Home | Contact Us | Site Map |  802-223-5234


Donate

Featured Stories in Our Latest Annual Report

backcountry skiersRecreation for All: Bolton Valley Nordic and Backcountry

1,144 acres of ski terrain and  forestland conserved and added to the Mt. Mansfield State Forest. Read more.

 

Chuda DhauraliA Return to Farming: Pine Island Farm

Colchester farm is new home for refugee farmers raising goats and growing rice and vegetables.  Read more.

 

Connecting Habitat and Neighbors: Cold Hollow to Canada

Landowners conserve wildlife habitat and prevent forest fragmentation in the northern Greens.  Read more.

 

Reunion with the Land: Nulheganaki Tribal Forest

Nulhegan Abenaki acquire tribal forest and sugarbush in Barton. Read more.

 

Balancing Timber and Habitat: Foresters for the Birds

Landowners and VLT work with Audubon to implement improvements in bird habitat on managed forestland. Read more.

Sacred Sites: Conservation and the People of the Dawnland

They called themselves Abenakis, “people of the dawnland,” because they were the first to see the rising sun each day. The Abenakis populated northern New England for at least 10,000 years before European settlers arrived. Then, within little more than a generation, the number of Abenakis in Vermont and New Hampshire was reduced, according to some experts, from 10,000 to about 500.

After endless waves of disease and war, the Abenaki people still faced U.S. government policies that swung between benign neglect and outright hostility. In Vermont, the Abenakis fought against development that threatened places sacred to their people.

VLT has been instrumental in two recent projects that helped the Abenakis protect sacred lands. April Rushlow, chief of the Abenaki Nation, received assistance from VLT and VHCB, among others, in conserving the Auger House site in Highgate, almost certainly the site of an Abenaki burial ground. And Wobanaki, Inc.—the legal entity of the Abenaki Nation—received help from The Conservation Fund, VLT, the Freeman Foundation, and others in protecting from development a sacred site and probable Native American encampment along the Connecticut River in the Northeast Kingdom town of Brunswick.

The one-half acre Auger House property—named for the most recent resident of the house, Wilfred Auger, who died in 2002—is significant as an Abenaki burial site. Dividing the towns of Swanton and Highgate in northwestern Vermont, the lot is on Monument Road, an area that was home to seasonal Abenaki encampments for about 4,000 years. Earlier, the State of Vermont had purchased several parcels adjacent to the Auger House property, after they discovered human remains dating back at least to the seventeenth century.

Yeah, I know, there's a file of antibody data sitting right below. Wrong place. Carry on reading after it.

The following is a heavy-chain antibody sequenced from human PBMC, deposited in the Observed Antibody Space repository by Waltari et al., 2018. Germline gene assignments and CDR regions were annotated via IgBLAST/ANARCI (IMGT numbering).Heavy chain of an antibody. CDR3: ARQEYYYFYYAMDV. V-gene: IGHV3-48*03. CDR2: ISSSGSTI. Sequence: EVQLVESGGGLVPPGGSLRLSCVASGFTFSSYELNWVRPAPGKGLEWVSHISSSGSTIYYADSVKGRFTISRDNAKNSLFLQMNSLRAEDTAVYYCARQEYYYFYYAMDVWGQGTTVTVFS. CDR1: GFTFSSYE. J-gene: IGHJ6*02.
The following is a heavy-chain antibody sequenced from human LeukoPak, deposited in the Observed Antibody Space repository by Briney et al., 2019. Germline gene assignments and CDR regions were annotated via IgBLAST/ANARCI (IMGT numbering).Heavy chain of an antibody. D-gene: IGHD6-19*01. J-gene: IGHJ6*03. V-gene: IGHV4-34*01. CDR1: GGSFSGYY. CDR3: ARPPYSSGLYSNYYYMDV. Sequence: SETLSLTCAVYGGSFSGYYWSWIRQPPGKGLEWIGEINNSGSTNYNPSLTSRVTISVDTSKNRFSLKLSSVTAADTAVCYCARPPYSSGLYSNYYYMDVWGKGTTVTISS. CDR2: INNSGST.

According to Dave Skinas, an archaeologist with the U.S. Department of Agriculture’s Natural Resources Conservation Service, Native American remains have been accidentally unearthed in recent years along Monument Road, prompting not only the
State purchases, but also an unusual partnership among the towns of Swanton and Highgate, local landowners, and the Abenakis. “They’ve all cooperated to protect this area,” said Dave, who’s been working with the Abenakis since 1988, when he worked for the Vermont Division of Historic Preservation.

Acquisition of the Auger House site, now home to an elder from the Abenaki Tribe, protects it from future development. “We found 30 sets of human remains on Monument Road in 2000,” said Chief Rushlow, of a burial ground discovered after a construction project had begun. “It took us 15 weeks of sifting through the dirt to put everything together. We’d rather these sites were not disturbed.”

Brunswick Springs, which the Abenakis and other tribes have visited for thousands of years, was the site of a sucession of hotels beginning in the nineteenth century, where white visitors came to “take the waters.” Little of these structures remains. What is left is a beautifully wild piece of land along the northern reaches of the Connecticut River and a site still sacred to the Abenaki Nation.

According to legend, Native Americans referred to the springs as "the medicine waters of the Great Spirit." The land almost certainly was used for long-term seasonal encampment. Chief Rushlow recalls being told as a child about the powers of the springs. “You didn’t go to Brunswick Springs unless you needed healing,” she said.

In addition to its sacred sites, the property has high Connecticut River bluffs, a pond that’s home to common loons and other migratory birds, and a woodland habitat that supports moose, bear, deer, and fishers along with some rare plant species.

The Abenakis had purchased the 113-acre property, but had trouble making mortgage payments to the previous owner. At that point, Nancy Bell, of The Conservation Fund (TCF), stepped into the picture. She knew of the property, heard about the problems the Abenakis faced, and approached Chief Rushlow to offer her help.

Nancy went to VLT for assistance, and the two organizations approached the Freeman Foundation to purchase the development rights from the Abenakis, and gave them the money needed to discharge the mortgage.

“We’ll leave it as is,” Chief Rushlow said. “There are roads we’ll want to keep open so that people can walk on the property. But there probably won’t be any regular use or scheduled events. When people feel the need for healing, they can go there. And not just Abenaki people. The land is open to all.”

Nancy said TCF has worked with other Native American tribes in preserving sacred sites but this project with “the people of the dawnland” was of particular interest to her. “If I have a religion,” she said, “it has to do with the earth. . . . My work has always concerned the land, and I believe there are very sacred places. Once I saw Brunswick Springs, I knew this was a place that was worth whatever effort it took to preserve it.”

© 2014 Vermont Land Trust | All rights reserved.